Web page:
In 2009, the Turkish government decided to facilitate a renewable energy investment programme1 for the period 2010 to 2023 funded with private capital, with the aim of reaching generation capacity of 56,000 megawatts (MW) of which 20,000MW is to be wind and 36,000MW hydro1. The purpose of the programme is to match demand increase and reduce the country’s dependency on imported gas and coal. As we write this commentary, 17,400MW of wind2 and 14,900MW of hydro remains to be built by 2023.
At the same time, the government introduced a support tariff to give investors and bankers downside protection. The support tariff is denominated in US dollars, and allows investors the opportunity to opt in or out once a year for the first 10 years of the asset’s lifetime. The tariff ranges from 7.30-9.60 US cents/kWh for hydro plants to 7.30-11.00 US cents/kWh for wind farms subject to local content. Meanwhile, electricity spot prices have been 15 percent to 20 percent higher than the support tariff over the past two years. The authorities have, and continue to, liberalise the energy market. There is a 5 percent withholding tax on dividends remitted to foreign investors, as against 15 percent for Turkish investors.
A market with growth potential
Turkey’s GDP per capita was one-third of that of EU-27 region in 20124 and has grown from $4,600 per capita in 2003 to $10,7005 in 2012. The population count is 77 million, making it the third-largest country in Europe, and has grown 8 percent from 2007 to 2012. The young (0-14 years) account for one-quarter of the population6. The government subsidises the third child in a family to stimulate further population increase. The annual growth in electricity demand is projected to be 6.5 percent to 7.6 percent for the next eight years7.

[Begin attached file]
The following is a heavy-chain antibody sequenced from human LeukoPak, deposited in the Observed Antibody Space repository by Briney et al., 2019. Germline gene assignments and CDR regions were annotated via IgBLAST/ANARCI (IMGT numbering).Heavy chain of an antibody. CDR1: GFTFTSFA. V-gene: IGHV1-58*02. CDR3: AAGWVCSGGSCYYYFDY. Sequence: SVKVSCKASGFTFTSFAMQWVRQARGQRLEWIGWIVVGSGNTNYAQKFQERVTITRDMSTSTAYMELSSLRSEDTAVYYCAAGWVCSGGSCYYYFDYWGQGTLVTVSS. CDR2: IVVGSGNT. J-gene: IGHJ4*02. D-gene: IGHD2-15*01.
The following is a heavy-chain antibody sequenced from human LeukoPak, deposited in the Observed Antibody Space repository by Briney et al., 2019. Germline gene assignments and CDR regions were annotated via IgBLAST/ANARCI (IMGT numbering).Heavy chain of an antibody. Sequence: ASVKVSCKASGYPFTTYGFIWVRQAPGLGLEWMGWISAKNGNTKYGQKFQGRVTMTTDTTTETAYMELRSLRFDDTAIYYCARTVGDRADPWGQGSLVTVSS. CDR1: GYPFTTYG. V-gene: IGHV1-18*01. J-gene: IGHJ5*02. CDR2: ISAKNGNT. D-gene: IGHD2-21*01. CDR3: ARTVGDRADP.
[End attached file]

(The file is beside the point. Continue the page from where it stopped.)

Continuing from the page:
Turkey is a hub for manufacturing companies serving the Turkish market and exporting to Europe, the Middle East and North Africa. The country’s main industries are agriculture, textiles, ships, cars, construction materials and consumer electronics. The government has put in place a public-private infrastructure programme of $2 trillion8 to be completed by 2023.
The main drivers for operational renewable energy asset prices are electricity price and supply and demand. Natural gas is all imported and accounts for 44 percent of electricity generation. The government wishes to reduce reliance on imports.
Asset prices and financing
Asset owners are becoming more realistic since the euphoric days of 2011, when electricity expectations exceeded 10 US cents/kwh. Since then the average market spot price has moved from 8.0 to around 8.6 US cents/kwh and expectations have come down, so buyers and sellers of operational wind and hydro assets have found more common ground. As we write this commentary, there is a stronger appetite for wind than hydro construction projects. Operational hydro and wind asset equity returns are in the low teens, and brownfield assets in the high teens.
Today Turkey has the healthiest banks in Europe,9 governed by a modern regulatory regime. As a consequence of strict capital requirements, project finance is not offered by Turkish banks for brownfield projects. The banks offer structured finance solutions, which create hurdles for investors not prepared to offer additional security. Operational asset loans have short tenors not suited for the lifetime of the assets. The solution is to combine operational assets with projects, which enables local banks to take commercial risk.
Turkey wants and needs foreign direct investment to further build the country’s infrastructure. The people want more air conditioners, washing machines, iPads, houses, bridges, roads, hospitals and cafés. Investors want decent, long-term, stable returns. We firmly believe renewable energy investments in Turkey represent the perfect equilibrium.
1Electricity Energy Market and Supply Security Strategy Paper
2Energy Market Regulatory Authority
3Turkish Electricity Transmission Company
4, 5World Bank and Europstat (EU)
6Turkish Statistical Institute
7Turkish Electricity Transmission Company
8Magazine “Turkish Perspective”, August 2013
9The Economist, 18 May 2013, “The Lure of Bosphorus”
Børge Tvorg is the Oslo-based chief executive officer of MiklaGard Energy Management, an asset management company with offices in Norway and Turkey